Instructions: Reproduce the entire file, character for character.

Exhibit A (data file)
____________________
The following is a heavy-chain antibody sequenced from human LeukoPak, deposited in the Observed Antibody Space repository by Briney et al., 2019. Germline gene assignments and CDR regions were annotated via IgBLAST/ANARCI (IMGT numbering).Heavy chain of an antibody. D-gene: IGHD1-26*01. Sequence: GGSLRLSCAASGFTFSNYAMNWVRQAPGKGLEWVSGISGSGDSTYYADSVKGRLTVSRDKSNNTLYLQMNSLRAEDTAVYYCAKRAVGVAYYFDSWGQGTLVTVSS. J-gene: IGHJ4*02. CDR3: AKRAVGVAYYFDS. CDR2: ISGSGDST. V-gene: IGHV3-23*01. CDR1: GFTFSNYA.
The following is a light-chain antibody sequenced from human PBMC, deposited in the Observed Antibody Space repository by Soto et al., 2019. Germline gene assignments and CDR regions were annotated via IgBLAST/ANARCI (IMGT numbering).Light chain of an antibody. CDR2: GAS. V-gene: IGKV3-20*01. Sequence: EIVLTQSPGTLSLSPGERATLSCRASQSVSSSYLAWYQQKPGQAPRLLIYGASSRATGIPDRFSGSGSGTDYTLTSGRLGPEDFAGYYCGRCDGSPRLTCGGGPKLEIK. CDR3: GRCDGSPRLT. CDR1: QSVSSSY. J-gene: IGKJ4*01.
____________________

The following is a heavy-chain antibody sequenced from human LeukoPak, deposited in the Observed Antibody Space repository by Briney et al., 2019. Germline gene assignments and CDR regions were annotated via IgBLAST/ANARCI (IMGT numbering).Heavy chain of an antibody. D-gene: IGHD1-26*01. Sequence: GGSLRLSCAASGFTFSNYAMNWVRQAPGKGLEWVSGISGSGDSTYYADSVKGRLTVSRDKSNNTLYLQMNSLRAEDTAVYYCAKRAVGVAYYFDSWGQGTLVTVSS. J-gene: IGHJ4*02. CDR3: AKRAVGVAYYFDS. CDR2: ISGSGDST. V-gene: IGHV3-23*01. CDR1: GFTFSNYA.
The following is a light-chain antibody sequenced from human PBMC, deposited in the Observed Antibody Space repository by Soto et al., 2019. Germline gene assignments and CDR regions were annotated via IgBLAST/ANARCI (IMGT numbering).Light chain of an antibody. CDR2: GAS. V-gene: IGKV3-20*01. Sequence: EIVLTQSPGTLSLSPGERATLSCRASQSVSSSYLAWYQQKPGQAPRLLIYGASSRATGIPDRFSGSGSGTDYTLTSGRLGPEDFAGYYCGRCDGSPRLTCGGGPKLEIK. CDR3: GRCDGSPRLT. CDR1: QSVSSSY. J-gene: IGKJ4*01.